So, Just What Does Natural Really Mean?

Now this picture of me, a self portrait of sorts, is what is natural to me.  Alaskan mountains reflecting on the lavender-blue waters of the Inside Passage in mid-May, clean air, open water, fresh water tumbling down mountain sides from glacial melt, now these are natural.

ME HAL Veendam Alaska Inside PassgeBut what does Natural mean when it comes to the products we purchase for our homes and families?  Are there standards set by the FDA or USDA as a definition of Natural so we know when we see Natural on a product, food or supplement that we are getting a chemical free, non-synthetic product? 

Here are excerpts from a recent article, What Does Natural Mean, by Mitchell Cute for naturalfoodsmerchandiser.com that discusses “Natural” and just how “natural” Natural really is!  Enjoy.

 A recent survey of natural food and beverage trends reveals that consumers have lost trust in the term natural and manufacturers are increasingly avoiding the word on labels.

It's no wonder consumers are jaded and confused. There is no federal definition of what constitutes a natural product—in contrast to, for example, the U.S. Department of Agriculture's complex definition of (and standards for) organic. Consider a recent campaign that referred to the soft drink 7UP as natural in spite of its use of high-fructose corn syrup. The Food and Drug Administration ruled that HFCS was not natural, and then quickly reversed itself.  However, the agency declined to offer a general definition of natural.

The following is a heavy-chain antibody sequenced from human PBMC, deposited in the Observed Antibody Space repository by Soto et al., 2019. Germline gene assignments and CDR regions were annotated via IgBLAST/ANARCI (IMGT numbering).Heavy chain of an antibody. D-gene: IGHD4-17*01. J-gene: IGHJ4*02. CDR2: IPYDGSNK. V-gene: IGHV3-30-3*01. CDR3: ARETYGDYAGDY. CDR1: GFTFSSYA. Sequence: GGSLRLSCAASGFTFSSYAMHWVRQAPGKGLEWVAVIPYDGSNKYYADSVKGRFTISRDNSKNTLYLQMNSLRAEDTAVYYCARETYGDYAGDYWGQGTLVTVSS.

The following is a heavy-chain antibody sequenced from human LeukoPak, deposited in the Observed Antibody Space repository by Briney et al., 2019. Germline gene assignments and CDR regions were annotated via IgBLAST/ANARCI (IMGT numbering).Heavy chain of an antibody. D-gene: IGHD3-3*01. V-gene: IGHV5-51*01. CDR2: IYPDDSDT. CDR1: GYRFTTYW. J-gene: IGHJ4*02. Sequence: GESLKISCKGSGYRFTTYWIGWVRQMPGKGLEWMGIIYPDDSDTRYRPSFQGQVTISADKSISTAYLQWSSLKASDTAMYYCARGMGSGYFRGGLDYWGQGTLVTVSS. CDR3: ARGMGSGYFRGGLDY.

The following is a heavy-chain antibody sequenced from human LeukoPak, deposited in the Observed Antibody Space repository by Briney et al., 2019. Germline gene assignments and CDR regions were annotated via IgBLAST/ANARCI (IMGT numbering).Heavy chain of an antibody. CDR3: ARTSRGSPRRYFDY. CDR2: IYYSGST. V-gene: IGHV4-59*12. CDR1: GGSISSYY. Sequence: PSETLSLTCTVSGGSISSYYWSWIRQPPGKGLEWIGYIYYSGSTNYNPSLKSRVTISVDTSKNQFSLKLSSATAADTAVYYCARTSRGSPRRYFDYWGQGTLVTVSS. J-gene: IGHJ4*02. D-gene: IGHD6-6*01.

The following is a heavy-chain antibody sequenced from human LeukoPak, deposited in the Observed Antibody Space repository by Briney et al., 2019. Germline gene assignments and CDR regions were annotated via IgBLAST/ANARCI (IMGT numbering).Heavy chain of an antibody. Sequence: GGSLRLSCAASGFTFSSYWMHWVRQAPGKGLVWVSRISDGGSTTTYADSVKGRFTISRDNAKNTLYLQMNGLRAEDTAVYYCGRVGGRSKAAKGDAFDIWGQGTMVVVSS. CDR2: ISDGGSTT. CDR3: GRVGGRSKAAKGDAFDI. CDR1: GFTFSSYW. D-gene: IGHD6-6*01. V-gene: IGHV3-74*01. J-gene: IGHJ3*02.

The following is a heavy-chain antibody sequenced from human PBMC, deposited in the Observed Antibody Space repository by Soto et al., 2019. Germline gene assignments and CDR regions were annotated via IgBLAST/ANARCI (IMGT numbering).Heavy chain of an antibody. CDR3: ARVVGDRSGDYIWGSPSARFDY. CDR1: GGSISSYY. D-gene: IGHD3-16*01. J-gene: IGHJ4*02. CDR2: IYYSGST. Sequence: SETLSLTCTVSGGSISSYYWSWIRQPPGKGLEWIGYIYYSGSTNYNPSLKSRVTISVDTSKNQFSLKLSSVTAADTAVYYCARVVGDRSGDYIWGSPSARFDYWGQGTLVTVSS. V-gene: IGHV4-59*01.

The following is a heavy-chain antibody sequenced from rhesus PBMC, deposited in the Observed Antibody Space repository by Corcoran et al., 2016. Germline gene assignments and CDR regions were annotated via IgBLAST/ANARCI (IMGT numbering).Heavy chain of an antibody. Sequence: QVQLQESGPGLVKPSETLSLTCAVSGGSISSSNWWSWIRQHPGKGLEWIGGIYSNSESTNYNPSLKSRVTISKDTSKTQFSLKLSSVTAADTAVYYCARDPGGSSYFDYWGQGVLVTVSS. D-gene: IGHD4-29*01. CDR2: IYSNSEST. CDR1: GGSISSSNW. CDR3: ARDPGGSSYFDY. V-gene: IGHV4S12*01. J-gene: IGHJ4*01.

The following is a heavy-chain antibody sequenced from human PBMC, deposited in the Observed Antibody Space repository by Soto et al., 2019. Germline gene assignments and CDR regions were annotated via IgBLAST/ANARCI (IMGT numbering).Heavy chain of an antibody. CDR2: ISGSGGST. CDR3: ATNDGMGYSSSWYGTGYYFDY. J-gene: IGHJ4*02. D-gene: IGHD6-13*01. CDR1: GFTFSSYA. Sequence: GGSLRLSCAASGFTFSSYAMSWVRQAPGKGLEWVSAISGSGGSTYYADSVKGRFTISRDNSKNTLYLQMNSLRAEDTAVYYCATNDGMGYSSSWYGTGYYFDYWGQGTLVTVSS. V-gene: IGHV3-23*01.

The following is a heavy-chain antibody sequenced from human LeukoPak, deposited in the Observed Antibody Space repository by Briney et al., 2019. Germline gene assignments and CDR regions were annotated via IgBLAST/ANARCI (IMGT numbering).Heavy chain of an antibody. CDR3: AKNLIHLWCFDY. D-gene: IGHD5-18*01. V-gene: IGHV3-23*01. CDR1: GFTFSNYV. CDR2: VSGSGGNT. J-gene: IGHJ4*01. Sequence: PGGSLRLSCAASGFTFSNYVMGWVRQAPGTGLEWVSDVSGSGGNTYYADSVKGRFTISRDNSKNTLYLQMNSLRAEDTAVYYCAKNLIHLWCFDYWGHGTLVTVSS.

In personal care, the Natural Products Association (www.naturalproductsassoc.org) has created its own standard and seal for use of the word natural, which prohibits the use of many common skin care petrochemicals.  The seal sets a high standard, but federal regulations don't govern its use. Instead, companies may opt into the Natural Seal program through the NPA.

For supplements, FDA regulations for labeling require that all dietary ingredients derived from a natural source declare that source in the Supplement Facts box—or example, "Vitamin C (from rose hips)" rather than synthetic vitamin C. "The term natural was popular, but has now become overused," says Susan Brienza, a Denver-based lawyer specializing in FDA and advertising law with Patton Boggs. "But if a company wants to claim '100 percent natural' on supplement labels or promotions,  then per [Federal Trade Commission] law it must ensure that all dietary ingredients are truly from natural sources."

If any further government regulation of the term arrives in the near future, it will likely come from the USDA, which is considering proposals for a natural seal similar to,  though less stringent than, its organic seal.”

Prime source    www.naturalfoodsmerchandiser.com       Mitchell Clute is a Fort Collins, Colo.-based freelance writer.